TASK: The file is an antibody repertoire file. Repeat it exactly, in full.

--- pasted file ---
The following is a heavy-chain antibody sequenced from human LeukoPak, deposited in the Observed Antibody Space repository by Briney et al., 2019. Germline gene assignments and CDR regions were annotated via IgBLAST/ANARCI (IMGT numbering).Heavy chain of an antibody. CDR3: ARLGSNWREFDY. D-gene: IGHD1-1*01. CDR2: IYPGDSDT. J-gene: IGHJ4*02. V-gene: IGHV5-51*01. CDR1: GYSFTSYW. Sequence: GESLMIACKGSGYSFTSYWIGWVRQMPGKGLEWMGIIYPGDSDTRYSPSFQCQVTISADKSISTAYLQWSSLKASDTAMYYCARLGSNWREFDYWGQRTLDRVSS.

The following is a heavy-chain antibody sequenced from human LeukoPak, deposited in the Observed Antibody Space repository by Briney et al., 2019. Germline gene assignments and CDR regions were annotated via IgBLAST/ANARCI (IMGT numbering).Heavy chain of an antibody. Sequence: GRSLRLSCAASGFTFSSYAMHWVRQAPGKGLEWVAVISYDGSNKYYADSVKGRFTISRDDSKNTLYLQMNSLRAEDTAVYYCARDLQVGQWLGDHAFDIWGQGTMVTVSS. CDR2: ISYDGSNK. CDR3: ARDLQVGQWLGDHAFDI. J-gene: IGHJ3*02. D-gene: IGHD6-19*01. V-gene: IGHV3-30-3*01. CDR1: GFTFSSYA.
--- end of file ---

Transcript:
The following is a heavy-chain antibody sequenced from human LeukoPak, deposited in the Observed Antibody Space repository by Briney et al., 2019. Germline gene assignments and CDR regions were annotated via IgBLAST/ANARCI (IMGT numbering).Heavy chain of an antibody. CDR3: ARLGSNWREFDY. D-gene: IGHD1-1*01. CDR2: IYPGDSDT. J-gene: IGHJ4*02. V-gene: IGHV5-51*01. CDR1: GYSFTSYW. Sequence: GESLMIACKGSGYSFTSYWIGWVRQMPGKGLEWMGIIYPGDSDTRYSPSFQCQVTISADKSISTAYLQWSSLKASDTAMYYCARLGSNWREFDYWGQRTLDRVSS.

The following is a heavy-chain antibody sequenced from human LeukoPak, deposited in the Observed Antibody Space repository by Briney et al., 2019. Germline gene assignments and CDR regions were annotated via IgBLAST/ANARCI (IMGT numbering).Heavy chain of an antibody. Sequence: GRSLRLSCAASGFTFSSYAMHWVRQAPGKGLEWVAVISYDGSNKYYADSVKGRFTISRDDSKNTLYLQMNSLRAEDTAVYYCARDLQVGQWLGDHAFDIWGQGTMVTVSS. CDR2: ISYDGSNK. CDR3: ARDLQVGQWLGDHAFDI. J-gene: IGHJ3*02. D-gene: IGHD6-19*01. V-gene: IGHV3-30-3*01. CDR1: GFTFSSYA.